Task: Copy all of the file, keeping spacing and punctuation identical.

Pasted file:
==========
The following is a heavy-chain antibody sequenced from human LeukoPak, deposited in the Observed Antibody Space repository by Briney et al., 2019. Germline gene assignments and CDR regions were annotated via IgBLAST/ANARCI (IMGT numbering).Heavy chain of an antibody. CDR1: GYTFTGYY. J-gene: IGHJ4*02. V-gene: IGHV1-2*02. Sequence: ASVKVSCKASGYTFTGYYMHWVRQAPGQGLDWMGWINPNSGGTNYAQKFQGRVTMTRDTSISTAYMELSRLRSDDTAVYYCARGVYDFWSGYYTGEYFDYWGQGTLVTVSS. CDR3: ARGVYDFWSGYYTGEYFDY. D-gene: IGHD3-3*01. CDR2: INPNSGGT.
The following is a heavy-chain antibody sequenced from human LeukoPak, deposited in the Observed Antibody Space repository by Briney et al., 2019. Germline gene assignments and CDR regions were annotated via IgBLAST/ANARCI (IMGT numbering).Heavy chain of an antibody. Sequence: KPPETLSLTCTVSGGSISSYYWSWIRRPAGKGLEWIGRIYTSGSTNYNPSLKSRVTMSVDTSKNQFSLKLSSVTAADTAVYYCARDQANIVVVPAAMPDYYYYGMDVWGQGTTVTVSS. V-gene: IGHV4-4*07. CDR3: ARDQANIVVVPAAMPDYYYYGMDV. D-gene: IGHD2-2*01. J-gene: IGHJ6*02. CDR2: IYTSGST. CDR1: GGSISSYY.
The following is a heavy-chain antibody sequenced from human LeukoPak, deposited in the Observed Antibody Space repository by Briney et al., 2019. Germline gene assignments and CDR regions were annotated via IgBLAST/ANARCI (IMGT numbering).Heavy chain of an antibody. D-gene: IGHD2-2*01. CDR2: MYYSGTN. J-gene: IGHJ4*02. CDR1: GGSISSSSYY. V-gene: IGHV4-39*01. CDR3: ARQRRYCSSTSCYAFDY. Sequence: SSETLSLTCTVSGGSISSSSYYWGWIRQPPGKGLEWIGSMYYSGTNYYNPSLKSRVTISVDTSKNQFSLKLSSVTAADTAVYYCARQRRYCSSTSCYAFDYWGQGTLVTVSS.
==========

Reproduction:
The following is a heavy-chain antibody sequenced from human LeukoPak, deposited in the Observed Antibody Space repository by Briney et al., 2019. Germline gene assignments and CDR regions were annotated via IgBLAST/ANARCI (IMGT numbering).Heavy chain of an antibody. CDR1: GYTFTGYY. J-gene: IGHJ4*02. V-gene: IGHV1-2*02. Sequence: ASVKVSCKASGYTFTGYYMHWVRQAPGQGLDWMGWINPNSGGTNYAQKFQGRVTMTRDTSISTAYMELSRLRSDDTAVYYCARGVYDFWSGYYTGEYFDYWGQGTLVTVSS. CDR3: ARGVYDFWSGYYTGEYFDY. D-gene: IGHD3-3*01. CDR2: INPNSGGT.
The following is a heavy-chain antibody sequenced from human LeukoPak, deposited in the Observed Antibody Space repository by Briney et al., 2019. Germline gene assignments and CDR regions were annotated via IgBLAST/ANARCI (IMGT numbering).Heavy chain of an antibody. Sequence: KPPETLSLTCTVSGGSISSYYWSWIRRPAGKGLEWIGRIYTSGSTNYNPSLKSRVTMSVDTSKNQFSLKLSSVTAADTAVYYCARDQANIVVVPAAMPDYYYYGMDVWGQGTTVTVSS. V-gene: IGHV4-4*07. CDR3: ARDQANIVVVPAAMPDYYYYGMDV. D-gene: IGHD2-2*01. J-gene: IGHJ6*02. CDR2: IYTSGST. CDR1: GGSISSYY.
The following is a heavy-chain antibody sequenced from human LeukoPak, deposited in the Observed Antibody Space repository by Briney et al., 2019. Germline gene assignments and CDR regions were annotated via IgBLAST/ANARCI (IMGT numbering).Heavy chain of an antibody. D-gene: IGHD2-2*01. CDR2: MYYSGTN. J-gene: IGHJ4*02. CDR1: GGSISSSSYY. V-gene: IGHV4-39*01. CDR3: ARQRRYCSSTSCYAFDY. Sequence: SSETLSLTCTVSGGSISSSSYYWGWIRQPPGKGLEWIGSMYYSGTNYYNPSLKSRVTISVDTSKNQFSLKLSSVTAADTAVYYCARQRRYCSSTSCYAFDYWGQGTLVTVSS.